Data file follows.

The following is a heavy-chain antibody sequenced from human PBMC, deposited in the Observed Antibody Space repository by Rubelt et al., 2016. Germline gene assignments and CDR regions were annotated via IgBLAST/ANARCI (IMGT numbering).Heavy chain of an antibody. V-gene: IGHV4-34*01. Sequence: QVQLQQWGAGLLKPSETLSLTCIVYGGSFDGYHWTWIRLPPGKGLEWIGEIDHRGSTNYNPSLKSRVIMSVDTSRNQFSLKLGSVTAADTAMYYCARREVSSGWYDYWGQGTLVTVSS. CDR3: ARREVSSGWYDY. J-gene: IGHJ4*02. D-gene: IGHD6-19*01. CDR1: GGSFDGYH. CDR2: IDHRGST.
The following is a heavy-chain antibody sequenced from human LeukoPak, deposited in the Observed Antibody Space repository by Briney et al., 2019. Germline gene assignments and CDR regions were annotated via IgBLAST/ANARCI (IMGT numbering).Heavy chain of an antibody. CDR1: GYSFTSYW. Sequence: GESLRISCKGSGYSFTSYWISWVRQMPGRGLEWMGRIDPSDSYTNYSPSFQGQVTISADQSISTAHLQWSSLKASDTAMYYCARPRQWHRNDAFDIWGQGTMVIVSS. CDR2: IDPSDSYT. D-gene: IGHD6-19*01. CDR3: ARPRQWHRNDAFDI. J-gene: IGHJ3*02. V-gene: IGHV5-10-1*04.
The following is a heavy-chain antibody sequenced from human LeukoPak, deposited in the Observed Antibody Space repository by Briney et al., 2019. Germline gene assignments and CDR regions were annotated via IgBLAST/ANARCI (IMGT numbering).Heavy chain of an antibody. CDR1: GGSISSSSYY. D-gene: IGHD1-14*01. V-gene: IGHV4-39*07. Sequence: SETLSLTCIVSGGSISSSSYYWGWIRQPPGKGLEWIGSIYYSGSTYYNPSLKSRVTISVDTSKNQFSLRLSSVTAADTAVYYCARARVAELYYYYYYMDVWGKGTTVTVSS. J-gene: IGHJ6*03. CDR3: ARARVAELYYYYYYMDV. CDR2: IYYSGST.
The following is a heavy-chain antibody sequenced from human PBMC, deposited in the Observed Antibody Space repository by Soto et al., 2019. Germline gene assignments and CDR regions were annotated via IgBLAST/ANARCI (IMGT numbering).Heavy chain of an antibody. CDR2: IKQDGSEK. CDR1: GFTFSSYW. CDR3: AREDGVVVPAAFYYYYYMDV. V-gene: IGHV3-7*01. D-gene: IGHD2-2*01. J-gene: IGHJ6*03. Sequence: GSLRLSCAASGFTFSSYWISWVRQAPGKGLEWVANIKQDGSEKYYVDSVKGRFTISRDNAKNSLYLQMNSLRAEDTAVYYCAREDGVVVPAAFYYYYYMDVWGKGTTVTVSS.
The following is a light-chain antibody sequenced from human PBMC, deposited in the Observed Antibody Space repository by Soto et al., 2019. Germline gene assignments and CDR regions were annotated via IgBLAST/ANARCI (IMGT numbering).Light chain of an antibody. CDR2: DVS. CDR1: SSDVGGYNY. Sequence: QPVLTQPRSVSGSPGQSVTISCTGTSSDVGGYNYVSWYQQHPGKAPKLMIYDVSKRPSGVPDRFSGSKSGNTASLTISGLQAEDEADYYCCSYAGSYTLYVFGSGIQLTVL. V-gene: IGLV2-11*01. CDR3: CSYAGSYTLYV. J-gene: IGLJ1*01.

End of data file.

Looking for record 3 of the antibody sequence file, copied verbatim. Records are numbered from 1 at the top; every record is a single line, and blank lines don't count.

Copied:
The following is a heavy-chain antibody sequenced from human LeukoPak, deposited in the Observed Antibody Space repository by Briney et al., 2019. Germline gene assignments and CDR regions were annotated via IgBLAST/ANARCI (IMGT numbering).Heavy chain of an antibody. CDR1: GGSISSSSYY. D-gene: IGHD1-14*01. V-gene: IGHV4-39*07. Sequence: SETLSLTCIVSGGSISSSSYYWGWIRQPPGKGLEWIGSIYYSGSTYYNPSLKSRVTISVDTSKNQFSLRLSSVTAADTAVYYCARARVAELYYYYYYMDVWGKGTTVTVSS. J-gene: IGHJ6*03. CDR3: ARARVAELYYYYYYMDV. CDR2: IYYSGST.